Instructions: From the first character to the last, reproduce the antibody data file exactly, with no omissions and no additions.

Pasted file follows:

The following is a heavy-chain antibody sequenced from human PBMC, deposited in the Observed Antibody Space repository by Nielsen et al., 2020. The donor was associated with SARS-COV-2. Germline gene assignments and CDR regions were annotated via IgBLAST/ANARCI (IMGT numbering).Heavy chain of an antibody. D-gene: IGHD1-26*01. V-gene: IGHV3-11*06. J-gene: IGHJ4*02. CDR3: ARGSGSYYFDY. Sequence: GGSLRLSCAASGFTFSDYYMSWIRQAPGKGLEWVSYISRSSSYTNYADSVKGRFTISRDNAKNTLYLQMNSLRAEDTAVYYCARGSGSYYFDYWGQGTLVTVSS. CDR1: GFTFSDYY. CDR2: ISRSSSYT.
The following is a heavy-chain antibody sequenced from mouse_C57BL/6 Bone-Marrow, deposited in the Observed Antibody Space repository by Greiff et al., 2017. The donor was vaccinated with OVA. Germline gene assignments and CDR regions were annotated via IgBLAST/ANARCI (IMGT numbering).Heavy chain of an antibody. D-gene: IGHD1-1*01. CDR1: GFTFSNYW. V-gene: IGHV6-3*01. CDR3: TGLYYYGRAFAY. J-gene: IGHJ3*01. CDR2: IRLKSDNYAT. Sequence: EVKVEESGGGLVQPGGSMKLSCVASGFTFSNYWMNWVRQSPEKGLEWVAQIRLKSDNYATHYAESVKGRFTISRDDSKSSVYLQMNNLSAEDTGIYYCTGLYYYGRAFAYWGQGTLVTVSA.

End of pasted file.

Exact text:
The following is a heavy-chain antibody sequenced from human PBMC, deposited in the Observed Antibody Space repository by Nielsen et al., 2020. The donor was associated with SARS-COV-2. Germline gene assignments and CDR regions were annotated via IgBLAST/ANARCI (IMGT numbering).Heavy chain of an antibody. D-gene: IGHD1-26*01. V-gene: IGHV3-11*06. J-gene: IGHJ4*02. CDR3: ARGSGSYYFDY. Sequence: GGSLRLSCAASGFTFSDYYMSWIRQAPGKGLEWVSYISRSSSYTNYADSVKGRFTISRDNAKNTLYLQMNSLRAEDTAVYYCARGSGSYYFDYWGQGTLVTVSS. CDR1: GFTFSDYY. CDR2: ISRSSSYT.
The following is a heavy-chain antibody sequenced from mouse_C57BL/6 Bone-Marrow, deposited in the Observed Antibody Space repository by Greiff et al., 2017. The donor was vaccinated with OVA. Germline gene assignments and CDR regions were annotated via IgBLAST/ANARCI (IMGT numbering).Heavy chain of an antibody. D-gene: IGHD1-1*01. CDR1: GFTFSNYW. V-gene: IGHV6-3*01. CDR3: TGLYYYGRAFAY. J-gene: IGHJ3*01. CDR2: IRLKSDNYAT. Sequence: EVKVEESGGGLVQPGGSMKLSCVASGFTFSNYWMNWVRQSPEKGLEWVAQIRLKSDNYATHYAESVKGRFTISRDDSKSSVYLQMNNLSAEDTGIYYCTGLYYYGRAFAYWGQGTLVTVSA.